Hunting’s never been my thing, though I come from a hunting family.  It is extremely popular in this state with some even taking holidays to start off deer season.  On the weekends, hordes of Arkansans head out to the deer camp to sit in the freezing cold for hours on end in the hopes of landing a big buck.  I’d rather sleep.  I did come across this interesting piece in Newsweek, though, about the evolutionary impact of hunting.  As it turns out, hunting is kind of like natural selection in reverse. 

Researchers describe what’s happening as none other than the selection process that Darwin made famous: the fittest of a species survive to reproduce and pass along their traits to succeeding generations, while the traits of the unfit gradually disappear. Selective hunting—picking out individuals with the best horns or antlers, or the largest piece of hide—works in reverse: the evolutionary loser is not the small and defenseless, but the biggest and best-equipped to win mates or fend off attackers.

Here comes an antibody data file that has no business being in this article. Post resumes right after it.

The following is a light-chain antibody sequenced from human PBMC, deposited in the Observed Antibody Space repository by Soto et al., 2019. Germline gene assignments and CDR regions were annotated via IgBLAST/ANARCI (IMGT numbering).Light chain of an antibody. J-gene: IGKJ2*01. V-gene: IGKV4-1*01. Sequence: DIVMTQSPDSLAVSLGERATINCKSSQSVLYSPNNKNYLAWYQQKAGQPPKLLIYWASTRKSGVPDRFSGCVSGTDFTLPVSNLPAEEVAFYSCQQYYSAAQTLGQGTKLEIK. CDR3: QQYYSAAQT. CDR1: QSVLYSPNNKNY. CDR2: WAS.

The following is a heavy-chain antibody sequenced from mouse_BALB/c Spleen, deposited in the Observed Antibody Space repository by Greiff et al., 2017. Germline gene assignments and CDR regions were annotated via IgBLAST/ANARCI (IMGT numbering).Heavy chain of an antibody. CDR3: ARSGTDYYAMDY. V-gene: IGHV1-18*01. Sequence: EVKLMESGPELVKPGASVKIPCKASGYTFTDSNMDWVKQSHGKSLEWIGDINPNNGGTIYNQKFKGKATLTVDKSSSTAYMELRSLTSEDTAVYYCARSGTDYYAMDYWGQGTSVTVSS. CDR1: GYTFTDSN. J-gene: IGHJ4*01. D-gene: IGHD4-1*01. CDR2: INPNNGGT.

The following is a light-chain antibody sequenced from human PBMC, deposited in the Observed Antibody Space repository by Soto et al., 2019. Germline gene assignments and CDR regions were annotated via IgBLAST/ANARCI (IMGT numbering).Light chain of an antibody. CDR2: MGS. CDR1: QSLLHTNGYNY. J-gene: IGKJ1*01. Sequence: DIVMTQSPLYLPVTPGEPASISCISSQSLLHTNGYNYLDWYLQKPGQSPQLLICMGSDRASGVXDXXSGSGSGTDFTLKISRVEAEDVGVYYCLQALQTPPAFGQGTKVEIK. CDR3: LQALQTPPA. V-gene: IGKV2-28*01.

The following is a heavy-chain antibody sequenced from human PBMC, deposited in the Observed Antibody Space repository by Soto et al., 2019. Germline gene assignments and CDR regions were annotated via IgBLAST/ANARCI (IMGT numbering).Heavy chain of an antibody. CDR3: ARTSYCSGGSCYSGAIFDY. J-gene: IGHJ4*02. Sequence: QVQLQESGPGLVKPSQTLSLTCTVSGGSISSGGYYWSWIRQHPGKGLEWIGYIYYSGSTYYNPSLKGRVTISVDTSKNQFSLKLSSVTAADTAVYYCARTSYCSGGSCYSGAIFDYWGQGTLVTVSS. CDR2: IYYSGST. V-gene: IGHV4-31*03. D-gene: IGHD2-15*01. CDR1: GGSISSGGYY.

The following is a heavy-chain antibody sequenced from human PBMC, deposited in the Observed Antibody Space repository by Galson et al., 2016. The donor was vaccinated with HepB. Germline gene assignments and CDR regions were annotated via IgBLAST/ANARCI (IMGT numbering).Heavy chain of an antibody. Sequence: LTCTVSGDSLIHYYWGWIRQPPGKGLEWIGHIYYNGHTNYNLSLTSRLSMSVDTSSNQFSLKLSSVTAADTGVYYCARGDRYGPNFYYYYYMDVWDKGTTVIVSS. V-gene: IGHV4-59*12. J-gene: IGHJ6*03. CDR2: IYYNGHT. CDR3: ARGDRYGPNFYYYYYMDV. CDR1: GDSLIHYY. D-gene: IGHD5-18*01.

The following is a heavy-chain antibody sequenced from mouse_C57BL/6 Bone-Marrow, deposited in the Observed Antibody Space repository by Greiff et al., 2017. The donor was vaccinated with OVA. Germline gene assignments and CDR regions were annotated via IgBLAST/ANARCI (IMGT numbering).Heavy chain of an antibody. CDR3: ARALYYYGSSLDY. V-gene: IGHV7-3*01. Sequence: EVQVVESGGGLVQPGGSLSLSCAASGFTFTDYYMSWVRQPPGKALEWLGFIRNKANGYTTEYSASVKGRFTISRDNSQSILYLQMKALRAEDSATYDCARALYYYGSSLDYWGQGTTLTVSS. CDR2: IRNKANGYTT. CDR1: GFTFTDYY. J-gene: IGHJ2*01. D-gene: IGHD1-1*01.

When hunting is severe enough to outstrip other threats to survival, the unsought, middling individuals make out better than the alpha animals, and the species changes.

It’s an interesting piece, and something to think about.